how much money will be spent for building repairs the amount allowed to be spent on building repairs has been insufficient to cover the entire city. So some schools fall into more disrepair than others. One final question sir. How would you evaluate the quality of education in the Boston school system. Well I think I could. You know I could read a statement on that which would be would be true of an urban school system anywhere I don't think one can isolate. What is going on in in Boston. In many ways in urban education as being different than that is that is going on in other cities in cities. It costs more to do the same in Boston it costs more to do the same there have been innumerable reports which indicate that
life city school systems have more problems then than other types of school systems I think in Boston. We are making as all the urban systems every effort. The problems that poverty brings with it are present in the city of Boston because I think that Boston is primarily at the present time a working class city. It is not as it has been portrayed I think recently as the great bastion of liberalism. There are islands of liberalism in the city which consist of the universities and I think. When I heard one of the gentleman talking earlier about the people from Boston who went down south 10 years ago. People from 20 miles around refer to themselves as from Boston very frequently they could be from Cambridge or they could be from Medford or they could be from Wellesley or they could be from Wheaton or they could be from a number of places but I think the school system has has a long way to go in helping the
kids to get a better education but I think that the efforts are being made particularly by the teachers and the administrators to see that that happens. Unfortunately one of the major problems finances we find ourselves rather than staying even sometimes falling behind our one aspect about a farm may just pursue this one further point. Do you have any feeling about the impact of desegregation on the quality of these education in the city. Well I think that in some areas it's been beneficial in some areas perhaps not so beneficial I think that for every study that can show that it's had a positive effect. There is probably an educational study that can show something other than that I think. Nancy St. John has just completed a series of studies which show Medium to little effect.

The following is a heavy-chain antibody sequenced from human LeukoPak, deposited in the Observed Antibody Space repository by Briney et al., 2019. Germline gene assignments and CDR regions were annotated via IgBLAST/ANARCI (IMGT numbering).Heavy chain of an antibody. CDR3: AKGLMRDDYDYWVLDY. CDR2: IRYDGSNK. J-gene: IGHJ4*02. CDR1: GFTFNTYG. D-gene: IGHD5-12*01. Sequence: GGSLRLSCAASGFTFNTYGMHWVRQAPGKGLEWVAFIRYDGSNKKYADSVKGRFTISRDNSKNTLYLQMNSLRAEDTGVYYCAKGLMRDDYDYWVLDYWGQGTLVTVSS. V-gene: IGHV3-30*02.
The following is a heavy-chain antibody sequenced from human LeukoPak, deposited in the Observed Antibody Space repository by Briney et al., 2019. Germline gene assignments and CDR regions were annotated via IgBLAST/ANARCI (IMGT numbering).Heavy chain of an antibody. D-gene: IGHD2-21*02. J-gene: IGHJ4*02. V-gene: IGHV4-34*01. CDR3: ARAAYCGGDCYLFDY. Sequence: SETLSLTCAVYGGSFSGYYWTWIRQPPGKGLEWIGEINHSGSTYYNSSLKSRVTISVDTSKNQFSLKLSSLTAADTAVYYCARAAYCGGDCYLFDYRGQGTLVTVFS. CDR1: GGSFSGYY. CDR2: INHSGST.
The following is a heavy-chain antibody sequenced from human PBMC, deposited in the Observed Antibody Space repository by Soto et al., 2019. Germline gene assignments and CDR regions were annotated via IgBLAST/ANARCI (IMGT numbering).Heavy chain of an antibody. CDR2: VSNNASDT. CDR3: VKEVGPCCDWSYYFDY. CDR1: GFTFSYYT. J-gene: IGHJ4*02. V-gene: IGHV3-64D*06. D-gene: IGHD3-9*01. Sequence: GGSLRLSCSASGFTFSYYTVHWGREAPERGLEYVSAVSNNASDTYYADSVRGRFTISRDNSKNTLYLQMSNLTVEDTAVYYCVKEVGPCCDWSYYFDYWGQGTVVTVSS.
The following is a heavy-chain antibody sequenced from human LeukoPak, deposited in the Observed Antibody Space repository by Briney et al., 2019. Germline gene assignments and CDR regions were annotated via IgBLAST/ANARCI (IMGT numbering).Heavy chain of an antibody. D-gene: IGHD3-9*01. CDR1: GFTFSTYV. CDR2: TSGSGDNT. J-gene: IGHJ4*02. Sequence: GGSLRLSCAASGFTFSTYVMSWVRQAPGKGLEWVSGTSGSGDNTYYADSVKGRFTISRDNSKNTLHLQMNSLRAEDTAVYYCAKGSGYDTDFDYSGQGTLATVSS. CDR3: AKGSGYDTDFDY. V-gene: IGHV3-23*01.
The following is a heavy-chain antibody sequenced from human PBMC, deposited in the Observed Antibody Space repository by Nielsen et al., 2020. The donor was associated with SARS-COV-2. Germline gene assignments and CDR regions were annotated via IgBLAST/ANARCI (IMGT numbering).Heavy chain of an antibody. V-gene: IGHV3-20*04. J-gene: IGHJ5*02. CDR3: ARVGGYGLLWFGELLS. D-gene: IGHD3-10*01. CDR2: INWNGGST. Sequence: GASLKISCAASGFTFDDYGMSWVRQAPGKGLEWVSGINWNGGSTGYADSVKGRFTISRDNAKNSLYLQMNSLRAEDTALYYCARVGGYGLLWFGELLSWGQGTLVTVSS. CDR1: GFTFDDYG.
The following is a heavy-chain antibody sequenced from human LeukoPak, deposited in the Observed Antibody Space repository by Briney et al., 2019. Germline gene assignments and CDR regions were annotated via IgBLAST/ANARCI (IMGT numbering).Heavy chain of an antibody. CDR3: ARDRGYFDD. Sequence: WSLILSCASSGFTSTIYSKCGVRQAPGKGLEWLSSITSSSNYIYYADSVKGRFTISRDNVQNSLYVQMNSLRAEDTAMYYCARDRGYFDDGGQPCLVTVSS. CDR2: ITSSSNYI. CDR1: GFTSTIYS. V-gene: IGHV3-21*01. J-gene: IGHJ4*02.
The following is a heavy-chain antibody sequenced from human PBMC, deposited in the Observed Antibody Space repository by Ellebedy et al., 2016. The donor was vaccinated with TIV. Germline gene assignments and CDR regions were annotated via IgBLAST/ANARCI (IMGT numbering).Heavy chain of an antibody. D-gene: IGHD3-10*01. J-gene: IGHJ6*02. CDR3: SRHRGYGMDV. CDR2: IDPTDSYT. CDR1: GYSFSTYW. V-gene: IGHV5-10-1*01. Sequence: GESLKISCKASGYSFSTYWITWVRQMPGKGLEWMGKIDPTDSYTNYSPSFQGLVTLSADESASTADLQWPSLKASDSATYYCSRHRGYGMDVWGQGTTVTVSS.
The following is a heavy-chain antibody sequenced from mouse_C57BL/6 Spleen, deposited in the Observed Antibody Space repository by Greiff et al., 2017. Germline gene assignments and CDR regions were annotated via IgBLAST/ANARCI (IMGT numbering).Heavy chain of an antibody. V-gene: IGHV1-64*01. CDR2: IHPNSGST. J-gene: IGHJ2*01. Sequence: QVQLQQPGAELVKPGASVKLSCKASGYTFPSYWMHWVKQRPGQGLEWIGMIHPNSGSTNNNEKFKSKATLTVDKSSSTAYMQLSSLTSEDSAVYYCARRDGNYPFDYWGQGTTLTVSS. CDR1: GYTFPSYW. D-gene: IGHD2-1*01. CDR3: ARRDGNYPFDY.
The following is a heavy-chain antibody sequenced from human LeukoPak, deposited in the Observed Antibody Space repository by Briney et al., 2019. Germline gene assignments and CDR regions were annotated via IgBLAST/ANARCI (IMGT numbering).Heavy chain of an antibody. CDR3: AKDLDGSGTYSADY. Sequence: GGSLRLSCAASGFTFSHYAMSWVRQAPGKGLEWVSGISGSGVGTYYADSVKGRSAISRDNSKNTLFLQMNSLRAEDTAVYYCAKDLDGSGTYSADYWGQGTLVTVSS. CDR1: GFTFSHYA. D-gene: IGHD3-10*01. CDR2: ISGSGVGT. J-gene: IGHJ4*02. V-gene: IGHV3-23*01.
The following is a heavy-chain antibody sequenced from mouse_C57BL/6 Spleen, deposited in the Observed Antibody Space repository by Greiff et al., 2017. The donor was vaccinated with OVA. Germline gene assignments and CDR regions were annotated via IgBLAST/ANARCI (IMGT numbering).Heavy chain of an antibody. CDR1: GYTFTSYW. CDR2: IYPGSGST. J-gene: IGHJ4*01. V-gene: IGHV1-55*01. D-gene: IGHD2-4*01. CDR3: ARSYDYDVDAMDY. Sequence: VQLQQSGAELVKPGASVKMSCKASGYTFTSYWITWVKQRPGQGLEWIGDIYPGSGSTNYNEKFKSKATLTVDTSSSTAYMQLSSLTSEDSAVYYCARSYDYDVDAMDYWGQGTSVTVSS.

Series
Public Affairs
Episode
United States Civil Rights Commission Hearings On Boston School Desegregation
Producing Organization
WGBH Educational Foundation
Contributing Organization
WGBH (Boston, Massachusetts)
AAPB ID
cpb-aacip/15-042rbwvn
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Description
Description
Part 1
Created Date
1975-06-16
Topics
Social Issues
Public Affairs
Media type
Sound
Duration
00:58:31
Embed Code
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Credits
Producing Organization: WGBH Educational Foundation
Production Unit: Radio
AAPB Contributor Holdings
WGBH
Identifier: 75-3020-00-00-001 (WGBH Item ID)
Format: 1/4 inch audio tape
Generation: Master
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Citations
Chicago: “Public Affairs; United States Civil Rights Commission Hearings On Boston School Desegregation,” 1975-06-16, WGBH, American Archive of Public Broadcasting (GBH and the Library of Congress), Boston, MA and Washington, DC, accessed June 25, 2022, http://americanarchive.org/catalog/cpb-aacip-15-042rbwvn.
MLA: “Public Affairs; United States Civil Rights Commission Hearings On Boston School Desegregation.” 1975-06-16. WGBH, American Archive of Public Broadcasting (GBH and the Library of Congress), Boston, MA and Washington, DC. Web. June 25, 2022. <http://americanarchive.org/catalog/cpb-aacip-15-042rbwvn>.
APA: Public Affairs; United States Civil Rights Commission Hearings On Boston School Desegregation. Boston, MA: WGBH, American Archive of Public Broadcasting (GBH and the Library of Congress), Boston, MA and Washington, DC. Retrieved from http://americanarchive.org/catalog/cpb-aacip-15-042rbwvn